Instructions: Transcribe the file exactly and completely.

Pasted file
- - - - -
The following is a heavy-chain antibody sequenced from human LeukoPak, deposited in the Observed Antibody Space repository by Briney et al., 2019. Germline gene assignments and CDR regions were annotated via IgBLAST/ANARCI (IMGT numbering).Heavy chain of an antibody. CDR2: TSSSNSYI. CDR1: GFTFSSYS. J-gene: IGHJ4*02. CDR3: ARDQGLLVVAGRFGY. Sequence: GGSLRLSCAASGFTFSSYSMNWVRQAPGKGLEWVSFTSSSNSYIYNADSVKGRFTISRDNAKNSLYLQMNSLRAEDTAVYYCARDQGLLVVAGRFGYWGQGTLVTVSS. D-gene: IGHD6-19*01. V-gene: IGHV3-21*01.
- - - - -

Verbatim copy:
The following is a heavy-chain antibody sequenced from human LeukoPak, deposited in the Observed Antibody Space repository by Briney et al., 2019. Germline gene assignments and CDR regions were annotated via IgBLAST/ANARCI (IMGT numbering).Heavy chain of an antibody. CDR2: TSSSNSYI. CDR1: GFTFSSYS. J-gene: IGHJ4*02. CDR3: ARDQGLLVVAGRFGY. Sequence: GGSLRLSCAASGFTFSSYSMNWVRQAPGKGLEWVSFTSSSNSYIYNADSVKGRFTISRDNAKNSLYLQMNSLRAEDTAVYYCARDQGLLVVAGRFGYWGQGTLVTVSS. D-gene: IGHD6-19*01. V-gene: IGHV3-21*01.